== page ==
Urera fenestrata

Urera fenestrata the chichicaste is a small tree from Central America.

Urera fenestrata is a member of the nettle family which includes approximately 2,000 species of herbs, shrubs, vines and trees worldwide. Only a few of them have the stinging hairs for which nettles are known in Europe and North America.

The local name chichicaste comes from the stinging hairs 'chichicaste’ found on Urera fenestrata.  'chichicaste' derives from the Nahuat word ‘tsijtsíkast’ meaning ‘to vibrate’ referring to the sensation once stung.

Urera fenestrata was discovered as part of the exploration of La Amistad national park in Panama and also as part of a  Museum lead project funded by Defra to support the conservation of this area.  Urera fenestrata is one of several species new to science that were described by staff at the Museum in 2009.

Species detail


Urera fenestrata small brightly coloured and fleshy berries and for their stinging hairs. © A Monro


This species is one of three described recently in a revision of the genus Urera in Central America as part of the Flora Mesoamericana project (Monro & Rodriguez, 2009). Members of this genus are unusual in the nettle family in bearing small brightly coloured and fleshy berries and for their stinging hairs.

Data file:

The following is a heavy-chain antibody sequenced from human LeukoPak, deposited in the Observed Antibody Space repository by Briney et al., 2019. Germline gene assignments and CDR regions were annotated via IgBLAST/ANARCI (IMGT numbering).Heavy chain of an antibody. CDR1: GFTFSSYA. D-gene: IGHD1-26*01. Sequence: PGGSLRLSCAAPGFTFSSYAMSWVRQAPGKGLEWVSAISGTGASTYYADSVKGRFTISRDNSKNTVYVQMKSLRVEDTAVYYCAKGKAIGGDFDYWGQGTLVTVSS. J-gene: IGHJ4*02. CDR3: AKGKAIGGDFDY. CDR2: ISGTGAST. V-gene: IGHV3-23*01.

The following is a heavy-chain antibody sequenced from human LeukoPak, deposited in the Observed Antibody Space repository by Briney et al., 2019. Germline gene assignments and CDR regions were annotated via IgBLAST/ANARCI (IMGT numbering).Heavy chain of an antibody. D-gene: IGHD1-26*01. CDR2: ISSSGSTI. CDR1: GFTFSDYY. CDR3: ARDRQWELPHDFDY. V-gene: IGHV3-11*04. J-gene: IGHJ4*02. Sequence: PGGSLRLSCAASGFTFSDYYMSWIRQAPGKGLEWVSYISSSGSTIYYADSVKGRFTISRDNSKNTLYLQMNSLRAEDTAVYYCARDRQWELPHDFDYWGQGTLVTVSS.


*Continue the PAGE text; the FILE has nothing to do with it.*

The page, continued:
Urera fenestrata is unusual in the nettle family in having hollow stems with small holes or windows in them that are used by ants as nesting sites. Presumably the tree provides shelter to the ants, that in return defend the plant! This is the first record for such an association for this genus.

  • Taxonomy

    Get a description of the form, structure and appearance of Urera fenestrata and find out about the evolution of the species.

  • Distribution

    Find out about the areas to which Urera fenestrata is restricted and the types of habitat it is typically found in.

  • Conservation

    Discover the conservation status of Urera fenestrata.

  • References

    Get reference material for Urera fenestrata.


Dr Alex Monro 

Researcher, Tropical Plant Diversity, Department of Botany.

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